Aftermath of the car bombings
Three car bombs have exploded in quick succession in the Shia district of Sadr City in the Iraqi capital, Baghdad, killing at least 41 people, police say.
Local hospitals said more than 70 people were wounded in the blasts, which occurred in busy markets in the impoverished area.
Suicide bombings last week killed at least 150 people in just two days.
Correspondents say the violence has raised concerns that Iraq could slide back into sectarian conflict.
However, senior Iraqi leaders have played down the recent spate of attacks.
They say they violence will not affect plans for the withdrawal of US troops from Iraqi cities by the end of June, and from the rest of the country by 2011.
The Iraqi police said that the bombs went off in three adjacent markets in Sadr City at about 1630 local time (1330 GMT).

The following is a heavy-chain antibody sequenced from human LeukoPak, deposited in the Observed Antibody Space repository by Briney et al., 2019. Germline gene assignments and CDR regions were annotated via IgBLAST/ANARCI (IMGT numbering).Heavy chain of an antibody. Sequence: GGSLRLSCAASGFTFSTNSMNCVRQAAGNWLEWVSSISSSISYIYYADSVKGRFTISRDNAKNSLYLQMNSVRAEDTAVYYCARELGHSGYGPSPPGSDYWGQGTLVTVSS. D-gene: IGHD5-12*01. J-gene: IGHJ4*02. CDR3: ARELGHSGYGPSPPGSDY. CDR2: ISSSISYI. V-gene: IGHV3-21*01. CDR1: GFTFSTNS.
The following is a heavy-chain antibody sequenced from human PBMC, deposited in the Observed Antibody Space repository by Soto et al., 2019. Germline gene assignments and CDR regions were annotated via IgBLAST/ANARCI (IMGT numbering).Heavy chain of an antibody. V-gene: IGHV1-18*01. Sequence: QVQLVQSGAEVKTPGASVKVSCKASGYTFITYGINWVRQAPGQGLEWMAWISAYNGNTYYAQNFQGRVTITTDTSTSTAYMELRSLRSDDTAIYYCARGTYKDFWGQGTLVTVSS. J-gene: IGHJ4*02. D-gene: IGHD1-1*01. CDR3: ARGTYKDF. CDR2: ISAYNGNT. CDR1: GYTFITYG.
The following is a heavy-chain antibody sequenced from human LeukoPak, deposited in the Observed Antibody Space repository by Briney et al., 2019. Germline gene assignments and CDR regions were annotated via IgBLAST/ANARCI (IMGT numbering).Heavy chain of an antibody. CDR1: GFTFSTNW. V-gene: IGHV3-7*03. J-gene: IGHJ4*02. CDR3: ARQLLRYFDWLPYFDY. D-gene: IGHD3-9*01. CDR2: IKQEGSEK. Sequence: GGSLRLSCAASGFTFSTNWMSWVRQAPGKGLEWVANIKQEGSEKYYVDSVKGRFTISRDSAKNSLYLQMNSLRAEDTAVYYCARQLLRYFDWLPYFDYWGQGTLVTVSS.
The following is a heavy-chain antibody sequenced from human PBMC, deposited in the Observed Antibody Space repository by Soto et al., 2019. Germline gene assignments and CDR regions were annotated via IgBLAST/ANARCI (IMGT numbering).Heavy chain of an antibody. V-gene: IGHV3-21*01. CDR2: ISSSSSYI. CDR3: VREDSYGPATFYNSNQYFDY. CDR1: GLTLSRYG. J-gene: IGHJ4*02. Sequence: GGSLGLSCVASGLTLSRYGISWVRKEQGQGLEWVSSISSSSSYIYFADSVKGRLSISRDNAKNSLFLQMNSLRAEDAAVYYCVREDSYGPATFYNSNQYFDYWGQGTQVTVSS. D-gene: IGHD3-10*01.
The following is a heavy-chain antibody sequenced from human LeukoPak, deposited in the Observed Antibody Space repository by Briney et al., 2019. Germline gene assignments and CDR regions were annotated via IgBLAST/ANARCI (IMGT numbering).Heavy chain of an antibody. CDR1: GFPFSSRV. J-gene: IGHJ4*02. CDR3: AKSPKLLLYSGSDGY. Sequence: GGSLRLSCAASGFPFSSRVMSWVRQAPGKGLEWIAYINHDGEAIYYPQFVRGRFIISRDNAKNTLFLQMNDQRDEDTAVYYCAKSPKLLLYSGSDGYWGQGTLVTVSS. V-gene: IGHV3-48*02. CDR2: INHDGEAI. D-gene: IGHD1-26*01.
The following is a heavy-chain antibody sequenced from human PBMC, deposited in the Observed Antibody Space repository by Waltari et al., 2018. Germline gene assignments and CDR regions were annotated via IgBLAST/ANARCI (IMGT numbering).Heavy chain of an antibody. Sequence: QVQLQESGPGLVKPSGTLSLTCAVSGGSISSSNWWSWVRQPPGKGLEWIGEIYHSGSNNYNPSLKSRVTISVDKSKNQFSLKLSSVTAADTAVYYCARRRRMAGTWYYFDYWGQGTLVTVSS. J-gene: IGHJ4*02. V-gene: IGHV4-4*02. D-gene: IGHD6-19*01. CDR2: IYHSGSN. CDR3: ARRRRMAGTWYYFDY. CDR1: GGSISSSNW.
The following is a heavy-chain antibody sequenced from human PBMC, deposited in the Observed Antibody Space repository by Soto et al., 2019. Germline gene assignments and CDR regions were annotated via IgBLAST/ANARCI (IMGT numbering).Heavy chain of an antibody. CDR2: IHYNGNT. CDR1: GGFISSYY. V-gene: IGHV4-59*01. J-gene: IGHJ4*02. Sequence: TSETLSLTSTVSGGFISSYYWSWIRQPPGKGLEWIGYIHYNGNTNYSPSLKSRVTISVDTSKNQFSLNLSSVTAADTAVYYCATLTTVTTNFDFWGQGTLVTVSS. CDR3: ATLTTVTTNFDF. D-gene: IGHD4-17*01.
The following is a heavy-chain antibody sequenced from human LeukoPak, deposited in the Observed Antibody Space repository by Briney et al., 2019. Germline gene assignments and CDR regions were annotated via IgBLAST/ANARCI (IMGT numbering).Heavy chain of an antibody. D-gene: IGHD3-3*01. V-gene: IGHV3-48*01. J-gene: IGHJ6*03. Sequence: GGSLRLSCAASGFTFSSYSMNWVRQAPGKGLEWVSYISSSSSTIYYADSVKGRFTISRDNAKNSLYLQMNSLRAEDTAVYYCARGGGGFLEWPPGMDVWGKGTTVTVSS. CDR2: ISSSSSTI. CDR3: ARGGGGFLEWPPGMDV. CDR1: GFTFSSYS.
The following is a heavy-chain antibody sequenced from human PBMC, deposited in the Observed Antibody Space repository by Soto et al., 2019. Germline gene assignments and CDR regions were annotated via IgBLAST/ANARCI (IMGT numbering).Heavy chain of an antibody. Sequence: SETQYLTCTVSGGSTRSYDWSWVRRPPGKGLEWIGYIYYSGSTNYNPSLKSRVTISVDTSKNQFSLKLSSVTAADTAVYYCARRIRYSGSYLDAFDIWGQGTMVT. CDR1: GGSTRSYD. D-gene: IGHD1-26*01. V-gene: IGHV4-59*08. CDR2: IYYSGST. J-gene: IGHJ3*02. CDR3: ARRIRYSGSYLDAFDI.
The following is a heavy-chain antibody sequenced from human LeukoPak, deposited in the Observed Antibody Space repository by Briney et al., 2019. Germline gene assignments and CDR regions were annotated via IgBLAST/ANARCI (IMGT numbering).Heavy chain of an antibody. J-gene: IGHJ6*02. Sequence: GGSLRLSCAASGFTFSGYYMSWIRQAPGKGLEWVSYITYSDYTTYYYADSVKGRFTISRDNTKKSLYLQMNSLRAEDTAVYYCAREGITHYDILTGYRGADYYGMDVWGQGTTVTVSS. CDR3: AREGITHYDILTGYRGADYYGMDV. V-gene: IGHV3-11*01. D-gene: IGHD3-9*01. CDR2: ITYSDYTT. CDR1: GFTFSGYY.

Iraqi security forces cordoned off the area, which has long been a stronghold of the radical Shia cleric Moqtada Sadr.
The bombings are the latest in a recent upsurge of attacks, all directed against busy Shia areas or holy places.
Last Thursday and Friday, four suicide bombings killed around 150 people, including at least 60 at Baghdad's main Shia shrine.
The BBC's Jim Muir in Baghdad says the attacks are the kind of provocation, blamed on militant Sunni Islamists, which triggered and fuelled a deadly spiral of sectarian violence in 2006 and 2007.
Eyewitnesses in the area hit by Wednesday's attacks said that angry residents threw stones at the Iraqi army units stationed in the area, accusing them of doing nothing to stop the bombings.